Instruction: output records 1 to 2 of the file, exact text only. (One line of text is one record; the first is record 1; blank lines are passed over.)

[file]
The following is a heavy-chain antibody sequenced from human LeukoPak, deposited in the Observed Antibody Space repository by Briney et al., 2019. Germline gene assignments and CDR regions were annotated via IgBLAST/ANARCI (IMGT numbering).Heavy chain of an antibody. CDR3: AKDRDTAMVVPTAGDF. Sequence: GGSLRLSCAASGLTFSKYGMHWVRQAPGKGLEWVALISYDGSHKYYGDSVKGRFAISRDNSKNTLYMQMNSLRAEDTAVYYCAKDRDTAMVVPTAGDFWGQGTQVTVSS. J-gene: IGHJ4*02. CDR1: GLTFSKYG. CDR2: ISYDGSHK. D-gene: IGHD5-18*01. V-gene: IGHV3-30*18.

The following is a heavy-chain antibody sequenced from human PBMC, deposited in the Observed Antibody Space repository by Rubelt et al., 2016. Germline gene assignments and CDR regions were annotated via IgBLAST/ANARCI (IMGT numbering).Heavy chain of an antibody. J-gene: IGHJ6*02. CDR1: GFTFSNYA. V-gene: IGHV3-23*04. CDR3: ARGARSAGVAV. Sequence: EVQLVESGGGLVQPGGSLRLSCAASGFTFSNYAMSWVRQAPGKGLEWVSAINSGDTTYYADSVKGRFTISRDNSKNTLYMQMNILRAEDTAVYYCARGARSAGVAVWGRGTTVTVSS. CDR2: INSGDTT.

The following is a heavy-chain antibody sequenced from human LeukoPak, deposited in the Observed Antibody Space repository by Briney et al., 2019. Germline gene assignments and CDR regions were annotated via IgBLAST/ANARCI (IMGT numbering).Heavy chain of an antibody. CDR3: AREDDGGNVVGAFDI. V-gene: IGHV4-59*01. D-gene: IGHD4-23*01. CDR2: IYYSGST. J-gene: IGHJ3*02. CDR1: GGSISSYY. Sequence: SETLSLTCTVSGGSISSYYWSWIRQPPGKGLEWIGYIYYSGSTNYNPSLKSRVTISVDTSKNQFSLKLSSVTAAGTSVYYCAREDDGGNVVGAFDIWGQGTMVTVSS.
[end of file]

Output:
The following is a heavy-chain antibody sequenced from human LeukoPak, deposited in the Observed Antibody Space repository by Briney et al., 2019. Germline gene assignments and CDR regions were annotated via IgBLAST/ANARCI (IMGT numbering).Heavy chain of an antibody. CDR3: AKDRDTAMVVPTAGDF. Sequence: GGSLRLSCAASGLTFSKYGMHWVRQAPGKGLEWVALISYDGSHKYYGDSVKGRFAISRDNSKNTLYMQMNSLRAEDTAVYYCAKDRDTAMVVPTAGDFWGQGTQVTVSS. J-gene: IGHJ4*02. CDR1: GLTFSKYG. CDR2: ISYDGSHK. D-gene: IGHD5-18*01. V-gene: IGHV3-30*18.

The following is a heavy-chain antibody sequenced from human PBMC, deposited in the Observed Antibody Space repository by Rubelt et al., 2016. Germline gene assignments and CDR regions were annotated via IgBLAST/ANARCI (IMGT numbering).Heavy chain of an antibody. J-gene: IGHJ6*02. CDR1: GFTFSNYA. V-gene: IGHV3-23*04. CDR3: ARGARSAGVAV. Sequence: EVQLVESGGGLVQPGGSLRLSCAASGFTFSNYAMSWVRQAPGKGLEWVSAINSGDTTYYADSVKGRFTISRDNSKNTLYMQMNILRAEDTAVYYCARGARSAGVAVWGRGTTVTVSS. CDR2: INSGDTT.